From Nordan Symposia
Jump to navigationJump to search




Late Latin vulnerabilis, from Latin vulnerare to wound, from vulner-, vulnus wound; probably akin to Latin vellere to pluck, Greek oulē wound


  • 1: capable of being physically or emotionally wounded
  • 2: open to attack or damage : assailable <vulnerable to criticism>
  • 3: liable to increased penalties but entitled to increased bonuses after winning a game in contract bridge

For lessons on the topic of Vulnerability, follow this link.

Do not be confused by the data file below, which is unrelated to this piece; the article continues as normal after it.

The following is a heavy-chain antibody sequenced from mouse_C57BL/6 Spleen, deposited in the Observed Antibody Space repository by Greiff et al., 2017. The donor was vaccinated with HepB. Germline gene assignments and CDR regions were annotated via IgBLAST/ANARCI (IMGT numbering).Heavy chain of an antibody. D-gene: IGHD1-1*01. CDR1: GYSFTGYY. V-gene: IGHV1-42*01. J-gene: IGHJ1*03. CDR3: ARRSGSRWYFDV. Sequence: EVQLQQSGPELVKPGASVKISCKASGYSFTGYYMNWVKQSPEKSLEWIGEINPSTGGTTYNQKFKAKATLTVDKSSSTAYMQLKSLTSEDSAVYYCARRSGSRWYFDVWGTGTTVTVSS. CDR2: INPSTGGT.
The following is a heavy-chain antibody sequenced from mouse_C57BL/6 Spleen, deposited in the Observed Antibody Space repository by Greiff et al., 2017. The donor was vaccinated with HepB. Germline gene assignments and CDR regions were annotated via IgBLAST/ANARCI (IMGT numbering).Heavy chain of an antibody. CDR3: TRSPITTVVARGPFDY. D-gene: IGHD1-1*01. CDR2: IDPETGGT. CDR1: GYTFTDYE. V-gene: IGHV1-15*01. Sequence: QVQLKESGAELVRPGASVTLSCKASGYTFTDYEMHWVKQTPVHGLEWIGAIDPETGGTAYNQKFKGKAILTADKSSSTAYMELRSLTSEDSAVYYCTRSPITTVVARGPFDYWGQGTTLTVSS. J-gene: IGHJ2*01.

In its broadest sense, social vulnerability is one dimension of vulnerability to multiple stressors and shocks, including natural hazards. Social vulnerability refers to the inability of people, organizations, and societies to withstand adverse impacts from multiple stressors to which they are exposed. These impacts are due in part to characteristics inherent in social interactions, institutions, and systems of cultural values.

Because it is most apparent when calamity occurs, many studies of social vulnerability are found in risk management literature (Peacock and Ragsdale 1997; Anderson and Woodrow 1998; Alwang, Siegel et al. 2001; Conway and Norton 2002). However, social vulnerability is a pre-existing condition that affects a society’s ability to prepare for and recover from a disruptive event.[1]